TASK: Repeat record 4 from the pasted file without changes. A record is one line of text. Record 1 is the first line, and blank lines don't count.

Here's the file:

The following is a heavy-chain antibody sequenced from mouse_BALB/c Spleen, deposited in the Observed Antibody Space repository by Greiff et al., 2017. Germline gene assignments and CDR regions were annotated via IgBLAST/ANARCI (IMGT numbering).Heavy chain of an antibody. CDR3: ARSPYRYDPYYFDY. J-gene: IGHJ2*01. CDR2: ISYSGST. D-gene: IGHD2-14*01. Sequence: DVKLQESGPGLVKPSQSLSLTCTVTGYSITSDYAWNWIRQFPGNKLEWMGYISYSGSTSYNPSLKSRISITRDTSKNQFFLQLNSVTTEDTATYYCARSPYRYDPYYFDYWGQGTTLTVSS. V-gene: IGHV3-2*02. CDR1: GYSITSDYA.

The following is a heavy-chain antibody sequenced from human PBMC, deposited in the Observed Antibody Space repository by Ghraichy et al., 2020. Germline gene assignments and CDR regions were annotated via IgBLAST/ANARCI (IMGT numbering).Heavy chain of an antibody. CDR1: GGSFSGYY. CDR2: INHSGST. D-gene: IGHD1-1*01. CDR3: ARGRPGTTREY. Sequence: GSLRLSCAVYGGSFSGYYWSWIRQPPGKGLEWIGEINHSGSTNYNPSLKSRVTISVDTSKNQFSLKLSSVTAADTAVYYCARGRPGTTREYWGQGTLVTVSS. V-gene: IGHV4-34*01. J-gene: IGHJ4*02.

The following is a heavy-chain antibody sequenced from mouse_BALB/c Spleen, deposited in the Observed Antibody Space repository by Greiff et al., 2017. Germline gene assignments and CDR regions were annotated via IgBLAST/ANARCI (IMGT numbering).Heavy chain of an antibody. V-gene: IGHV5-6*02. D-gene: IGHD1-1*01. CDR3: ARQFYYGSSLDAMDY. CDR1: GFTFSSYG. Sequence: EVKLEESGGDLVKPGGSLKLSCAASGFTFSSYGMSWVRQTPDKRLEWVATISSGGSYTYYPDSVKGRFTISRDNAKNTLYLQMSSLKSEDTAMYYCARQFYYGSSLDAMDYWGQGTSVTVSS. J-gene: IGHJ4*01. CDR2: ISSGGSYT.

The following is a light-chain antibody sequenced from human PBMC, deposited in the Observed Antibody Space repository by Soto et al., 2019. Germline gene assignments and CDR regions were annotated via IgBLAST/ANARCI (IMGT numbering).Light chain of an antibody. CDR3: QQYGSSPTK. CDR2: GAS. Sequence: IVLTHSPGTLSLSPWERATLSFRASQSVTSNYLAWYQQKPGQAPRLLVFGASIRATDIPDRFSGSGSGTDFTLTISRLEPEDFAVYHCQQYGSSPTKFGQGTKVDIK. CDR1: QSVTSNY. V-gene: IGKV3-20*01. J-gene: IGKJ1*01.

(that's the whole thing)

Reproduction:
The following is a light-chain antibody sequenced from human PBMC, deposited in the Observed Antibody Space repository by Soto et al., 2019. Germline gene assignments and CDR regions were annotated via IgBLAST/ANARCI (IMGT numbering).Light chain of an antibody. CDR3: QQYGSSPTK. CDR2: GAS. Sequence: IVLTHSPGTLSLSPWERATLSFRASQSVTSNYLAWYQQKPGQAPRLLVFGASIRATDIPDRFSGSGSGTDFTLTISRLEPEDFAVYHCQQYGSSPTKFGQGTKVDIK. CDR1: QSVTSNY. V-gene: IGKV3-20*01. J-gene: IGKJ1*01.